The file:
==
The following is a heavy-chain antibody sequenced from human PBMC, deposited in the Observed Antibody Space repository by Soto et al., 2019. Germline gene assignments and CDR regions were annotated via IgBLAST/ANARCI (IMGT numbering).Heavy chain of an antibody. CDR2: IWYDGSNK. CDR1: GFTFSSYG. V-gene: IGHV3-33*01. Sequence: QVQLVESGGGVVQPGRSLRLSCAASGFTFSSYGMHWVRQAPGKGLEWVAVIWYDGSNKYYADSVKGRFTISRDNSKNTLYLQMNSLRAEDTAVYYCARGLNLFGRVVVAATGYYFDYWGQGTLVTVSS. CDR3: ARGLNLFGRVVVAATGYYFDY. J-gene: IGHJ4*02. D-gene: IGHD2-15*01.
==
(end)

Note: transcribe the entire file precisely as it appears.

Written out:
The following is a heavy-chain antibody sequenced from human PBMC, deposited in the Observed Antibody Space repository by Soto et al., 2019. Germline gene assignments and CDR regions were annotated via IgBLAST/ANARCI (IMGT numbering).Heavy chain of an antibody. CDR2: IWYDGSNK. CDR1: GFTFSSYG. V-gene: IGHV3-33*01. Sequence: QVQLVESGGGVVQPGRSLRLSCAASGFTFSSYGMHWVRQAPGKGLEWVAVIWYDGSNKYYADSVKGRFTISRDNSKNTLYLQMNSLRAEDTAVYYCARGLNLFGRVVVAATGYYFDYWGQGTLVTVSS. CDR3: ARGLNLFGRVVVAATGYYFDY. J-gene: IGHJ4*02. D-gene: IGHD2-15*01.